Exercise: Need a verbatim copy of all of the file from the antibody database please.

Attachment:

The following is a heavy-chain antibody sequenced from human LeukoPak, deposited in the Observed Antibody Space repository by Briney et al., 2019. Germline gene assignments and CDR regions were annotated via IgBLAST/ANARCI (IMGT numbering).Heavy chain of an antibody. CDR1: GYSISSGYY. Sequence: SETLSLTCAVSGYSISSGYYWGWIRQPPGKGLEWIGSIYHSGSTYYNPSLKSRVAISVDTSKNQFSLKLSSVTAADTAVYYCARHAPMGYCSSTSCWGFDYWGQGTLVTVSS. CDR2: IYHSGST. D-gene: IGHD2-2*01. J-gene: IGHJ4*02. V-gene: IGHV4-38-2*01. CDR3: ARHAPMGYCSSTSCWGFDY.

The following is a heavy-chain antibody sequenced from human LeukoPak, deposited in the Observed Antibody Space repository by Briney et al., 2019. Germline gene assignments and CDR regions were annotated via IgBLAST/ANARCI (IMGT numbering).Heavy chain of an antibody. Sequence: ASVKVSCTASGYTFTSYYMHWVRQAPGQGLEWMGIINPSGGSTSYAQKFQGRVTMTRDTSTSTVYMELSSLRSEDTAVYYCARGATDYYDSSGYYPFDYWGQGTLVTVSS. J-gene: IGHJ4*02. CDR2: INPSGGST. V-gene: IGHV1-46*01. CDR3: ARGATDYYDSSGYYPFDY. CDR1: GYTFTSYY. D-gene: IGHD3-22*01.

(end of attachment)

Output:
The following is a heavy-chain antibody sequenced from human LeukoPak, deposited in the Observed Antibody Space repository by Briney et al., 2019. Germline gene assignments and CDR regions were annotated via IgBLAST/ANARCI (IMGT numbering).Heavy chain of an antibody. CDR1: GYSISSGYY. Sequence: SETLSLTCAVSGYSISSGYYWGWIRQPPGKGLEWIGSIYHSGSTYYNPSLKSRVAISVDTSKNQFSLKLSSVTAADTAVYYCARHAPMGYCSSTSCWGFDYWGQGTLVTVSS. CDR2: IYHSGST. D-gene: IGHD2-2*01. J-gene: IGHJ4*02. V-gene: IGHV4-38-2*01. CDR3: ARHAPMGYCSSTSCWGFDY.

The following is a heavy-chain antibody sequenced from human LeukoPak, deposited in the Observed Antibody Space repository by Briney et al., 2019. Germline gene assignments and CDR regions were annotated via IgBLAST/ANARCI (IMGT numbering).Heavy chain of an antibody. Sequence: ASVKVSCTASGYTFTSYYMHWVRQAPGQGLEWMGIINPSGGSTSYAQKFQGRVTMTRDTSTSTVYMELSSLRSEDTAVYYCARGATDYYDSSGYYPFDYWGQGTLVTVSS. J-gene: IGHJ4*02. CDR2: INPSGGST. V-gene: IGHV1-46*01. CDR3: ARGATDYYDSSGYYPFDY. CDR1: GYTFTSYY. D-gene: IGHD3-22*01.